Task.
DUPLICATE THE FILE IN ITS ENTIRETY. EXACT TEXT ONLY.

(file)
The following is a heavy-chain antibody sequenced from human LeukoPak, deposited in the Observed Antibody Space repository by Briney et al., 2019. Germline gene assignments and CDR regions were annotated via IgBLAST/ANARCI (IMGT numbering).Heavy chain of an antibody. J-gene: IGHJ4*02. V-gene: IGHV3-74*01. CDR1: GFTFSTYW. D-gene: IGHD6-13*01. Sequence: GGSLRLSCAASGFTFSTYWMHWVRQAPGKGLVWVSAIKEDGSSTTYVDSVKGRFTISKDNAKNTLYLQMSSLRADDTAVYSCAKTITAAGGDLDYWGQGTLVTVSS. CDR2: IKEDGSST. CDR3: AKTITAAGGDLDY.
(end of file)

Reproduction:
The following is a heavy-chain antibody sequenced from human LeukoPak, deposited in the Observed Antibody Space repository by Briney et al., 2019. Germline gene assignments and CDR regions were annotated via IgBLAST/ANARCI (IMGT numbering).Heavy chain of an antibody. J-gene: IGHJ4*02. V-gene: IGHV3-74*01. CDR1: GFTFSTYW. D-gene: IGHD6-13*01. Sequence: GGSLRLSCAASGFTFSTYWMHWVRQAPGKGLVWVSAIKEDGSSTTYVDSVKGRFTISKDNAKNTLYLQMSSLRADDTAVYSCAKTITAAGGDLDYWGQGTLVTVSS. CDR2: IKEDGSST. CDR3: AKTITAAGGDLDY.